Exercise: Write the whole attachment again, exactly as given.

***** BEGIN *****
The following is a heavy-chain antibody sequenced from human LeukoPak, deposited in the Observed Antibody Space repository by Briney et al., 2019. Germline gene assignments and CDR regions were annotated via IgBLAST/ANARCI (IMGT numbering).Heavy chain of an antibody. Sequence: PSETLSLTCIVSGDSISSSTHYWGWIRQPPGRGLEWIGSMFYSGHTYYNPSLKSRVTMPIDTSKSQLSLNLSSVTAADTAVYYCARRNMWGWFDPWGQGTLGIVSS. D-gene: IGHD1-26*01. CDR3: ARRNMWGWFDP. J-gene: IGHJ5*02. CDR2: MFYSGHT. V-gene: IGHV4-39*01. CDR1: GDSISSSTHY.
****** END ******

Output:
The following is a heavy-chain antibody sequenced from human LeukoPak, deposited in the Observed Antibody Space repository by Briney et al., 2019. Germline gene assignments and CDR regions were annotated via IgBLAST/ANARCI (IMGT numbering).Heavy chain of an antibody. Sequence: PSETLSLTCIVSGDSISSSTHYWGWIRQPPGRGLEWIGSMFYSGHTYYNPSLKSRVTMPIDTSKSQLSLNLSSVTAADTAVYYCARRNMWGWFDPWGQGTLGIVSS. D-gene: IGHD1-26*01. CDR3: ARRNMWGWFDP. J-gene: IGHJ5*02. CDR2: MFYSGHT. V-gene: IGHV4-39*01. CDR1: GDSISSSTHY.